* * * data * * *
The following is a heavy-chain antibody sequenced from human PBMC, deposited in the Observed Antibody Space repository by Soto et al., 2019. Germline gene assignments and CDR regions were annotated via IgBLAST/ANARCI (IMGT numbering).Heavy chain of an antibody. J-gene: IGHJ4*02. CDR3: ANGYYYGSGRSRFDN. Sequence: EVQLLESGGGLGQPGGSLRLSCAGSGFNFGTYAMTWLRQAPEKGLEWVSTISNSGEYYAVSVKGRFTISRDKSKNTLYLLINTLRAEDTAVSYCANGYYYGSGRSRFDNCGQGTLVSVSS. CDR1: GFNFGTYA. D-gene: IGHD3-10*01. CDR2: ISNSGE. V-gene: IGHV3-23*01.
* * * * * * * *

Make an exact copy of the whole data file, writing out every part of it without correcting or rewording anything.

The following is a heavy-chain antibody sequenced from human PBMC, deposited in the Observed Antibody Space repository by Soto et al., 2019. Germline gene assignments and CDR regions were annotated via IgBLAST/ANARCI (IMGT numbering).Heavy chain of an antibody. J-gene: IGHJ4*02. CDR3: ANGYYYGSGRSRFDN. Sequence: EVQLLESGGGLGQPGGSLRLSCAGSGFNFGTYAMTWLRQAPEKGLEWVSTISNSGEYYAVSVKGRFTISRDKSKNTLYLLINTLRAEDTAVSYCANGYYYGSGRSRFDNCGQGTLVSVSS. CDR1: GFNFGTYA. D-gene: IGHD3-10*01. CDR2: ISNSGE. V-gene: IGHV3-23*01.